December 18th, 2019
Thinking for Ourselves
As activists led by young people stormed the stage at the Global Climate Summit in Madrid this week demanding urgent action, Detroiters gathered to voice our concerns over our own regional expression of our changing world. Called together by several environmental justice organizations, and with the support of some elected legislators, over 200 people met at the Cass Commons to strategize about the most recent spill of toxins into the Detroit River.
On November 26 a dock collapsed under the weight of crushed limestone, recently unloaded at the Detroit Bulk Storage site. The site has long been known to hold toxic sediments. Its history as a uranium processing center during the Manhattan Project and through the early days of the Cold War raised immediate concerns that the spill had exposed the metro area to nuclear waste contamination.
By the time of the Town Meeting, the state Department of Environment, Great Lakes and Energy (EGLE) was assuring residents that there was no danger of radiation nor to public health. Leisl Clark, the director of EGLE said:
As part of our initial investigation, we took radiological measurements of the soil at the site, and results from 1,000 data points showed readings below naturally occurring background levels. That matched results from river sediment tests we took in the spring adjacent to the Detroit Bulk Storage site that found radiation at or below background levels.
Knowing that conventional industrial pollutants were in the river’s sediments and potentially on the site, we also took water samples upstream, in front of the collapsed shoreline, and downstream. Test results from the samples show no detectable amounts of all but two substances. Both of those were well below water quality standards and did not appear to be specifically associated with the collapse.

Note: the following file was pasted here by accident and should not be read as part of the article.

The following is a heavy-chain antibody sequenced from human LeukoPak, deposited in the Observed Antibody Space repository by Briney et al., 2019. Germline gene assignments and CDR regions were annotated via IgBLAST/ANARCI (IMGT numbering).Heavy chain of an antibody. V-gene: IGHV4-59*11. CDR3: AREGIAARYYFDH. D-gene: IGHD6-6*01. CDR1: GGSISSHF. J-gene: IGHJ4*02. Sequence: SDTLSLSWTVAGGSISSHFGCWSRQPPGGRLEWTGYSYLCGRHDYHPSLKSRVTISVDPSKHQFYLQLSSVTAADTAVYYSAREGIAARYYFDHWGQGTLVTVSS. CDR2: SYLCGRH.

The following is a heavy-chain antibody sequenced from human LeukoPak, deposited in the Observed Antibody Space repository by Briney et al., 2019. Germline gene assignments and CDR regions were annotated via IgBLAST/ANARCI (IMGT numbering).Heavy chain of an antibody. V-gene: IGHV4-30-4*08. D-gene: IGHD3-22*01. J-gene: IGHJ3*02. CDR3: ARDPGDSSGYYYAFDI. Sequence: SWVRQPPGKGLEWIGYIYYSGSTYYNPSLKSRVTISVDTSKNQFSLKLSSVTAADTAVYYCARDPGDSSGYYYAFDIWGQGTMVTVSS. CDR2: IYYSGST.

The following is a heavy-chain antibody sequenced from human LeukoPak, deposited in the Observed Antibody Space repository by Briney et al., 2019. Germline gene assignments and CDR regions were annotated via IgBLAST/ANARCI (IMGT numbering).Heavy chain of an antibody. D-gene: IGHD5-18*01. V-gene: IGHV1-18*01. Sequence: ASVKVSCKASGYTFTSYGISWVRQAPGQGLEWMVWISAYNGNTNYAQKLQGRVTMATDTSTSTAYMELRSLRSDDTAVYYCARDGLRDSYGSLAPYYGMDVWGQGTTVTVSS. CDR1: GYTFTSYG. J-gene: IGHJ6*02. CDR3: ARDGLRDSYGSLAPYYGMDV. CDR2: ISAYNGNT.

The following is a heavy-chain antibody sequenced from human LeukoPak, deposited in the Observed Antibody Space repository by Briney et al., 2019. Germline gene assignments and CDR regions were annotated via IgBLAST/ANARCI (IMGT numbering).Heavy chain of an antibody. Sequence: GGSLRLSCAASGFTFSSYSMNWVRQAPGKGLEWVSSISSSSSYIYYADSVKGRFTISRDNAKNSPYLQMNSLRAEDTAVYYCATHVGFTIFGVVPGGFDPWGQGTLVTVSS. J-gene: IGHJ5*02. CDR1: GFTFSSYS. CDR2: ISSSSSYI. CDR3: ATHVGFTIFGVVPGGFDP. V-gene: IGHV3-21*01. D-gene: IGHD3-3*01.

Based on this data we found no current adverse impact on water quality due to the spill.
Unsurprisingly, these reassurances were greeted with skepticism. The legacy of Flint and the lying of government officials will not be easily changed. Nor should it be.
This incident did little to create confidence. For days water flowed down river passed the spill, but the public was unaware of any possible problem. At first it seemed it was because no one was aware of the collapse. But as time went on, we learned that collapse was first reported the day after the limestone was unloaded. The Army Corps of Engineers knew of the spill, but felt it was “not their problem.” State officials learned of it through the reporting of the Windsor Star.
Such bureaucratic, limited thinking by major government agencies will kill us. The idea that we can go along as we always have is collapsing with the shore lines. Everyone knows full well that the banks of most of the rivers in the world scarred by industrial development are contaminated. Water flows over toxic soil. To pretend we can “contain” this without major clean-up efforts is fantasy.
Global climate change is raising the levels of the Great Lakes. As we move into winter, ice is forming. With spring, breaking ice flows will scrape into poisons buried for decades.